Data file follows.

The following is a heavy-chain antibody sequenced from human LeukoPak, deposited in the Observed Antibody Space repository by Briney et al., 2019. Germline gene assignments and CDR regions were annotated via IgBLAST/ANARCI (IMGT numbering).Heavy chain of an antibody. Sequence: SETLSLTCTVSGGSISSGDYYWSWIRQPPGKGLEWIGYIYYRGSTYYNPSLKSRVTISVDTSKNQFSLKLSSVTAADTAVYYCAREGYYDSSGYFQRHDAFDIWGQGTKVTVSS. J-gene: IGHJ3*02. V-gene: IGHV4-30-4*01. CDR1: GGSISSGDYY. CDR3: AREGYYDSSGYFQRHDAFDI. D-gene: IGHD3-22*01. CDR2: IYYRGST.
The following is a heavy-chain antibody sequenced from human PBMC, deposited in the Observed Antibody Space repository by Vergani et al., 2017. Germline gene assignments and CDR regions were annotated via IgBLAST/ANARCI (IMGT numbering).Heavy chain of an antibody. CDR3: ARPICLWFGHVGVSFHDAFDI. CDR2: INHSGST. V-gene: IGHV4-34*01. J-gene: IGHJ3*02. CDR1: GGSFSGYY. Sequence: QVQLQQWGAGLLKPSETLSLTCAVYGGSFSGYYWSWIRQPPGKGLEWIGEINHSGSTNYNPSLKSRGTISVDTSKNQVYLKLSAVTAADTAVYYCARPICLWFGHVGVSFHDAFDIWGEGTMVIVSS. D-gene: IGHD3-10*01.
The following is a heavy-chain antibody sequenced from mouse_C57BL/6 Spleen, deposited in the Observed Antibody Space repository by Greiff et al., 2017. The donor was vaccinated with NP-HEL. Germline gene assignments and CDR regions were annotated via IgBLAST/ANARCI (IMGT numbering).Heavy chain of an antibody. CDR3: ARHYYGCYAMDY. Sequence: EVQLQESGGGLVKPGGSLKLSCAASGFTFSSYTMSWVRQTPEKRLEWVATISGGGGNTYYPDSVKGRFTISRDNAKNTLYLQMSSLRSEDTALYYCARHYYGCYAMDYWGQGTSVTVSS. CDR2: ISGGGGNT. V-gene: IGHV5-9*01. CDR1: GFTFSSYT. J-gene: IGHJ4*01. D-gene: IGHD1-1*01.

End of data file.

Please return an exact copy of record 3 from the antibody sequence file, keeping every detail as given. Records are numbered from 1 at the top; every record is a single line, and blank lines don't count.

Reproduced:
The following is a heavy-chain antibody sequenced from mouse_C57BL/6 Spleen, deposited in the Observed Antibody Space repository by Greiff et al., 2017. The donor was vaccinated with NP-HEL. Germline gene assignments and CDR regions were annotated via IgBLAST/ANARCI (IMGT numbering).Heavy chain of an antibody. CDR3: ARHYYGCYAMDY. Sequence: EVQLQESGGGLVKPGGSLKLSCAASGFTFSSYTMSWVRQTPEKRLEWVATISGGGGNTYYPDSVKGRFTISRDNAKNTLYLQMSSLRSEDTALYYCARHYYGCYAMDYWGQGTSVTVSS. CDR2: ISGGGGNT. V-gene: IGHV5-9*01. CDR1: GFTFSSYT. J-gene: IGHJ4*01. D-gene: IGHD1-1*01.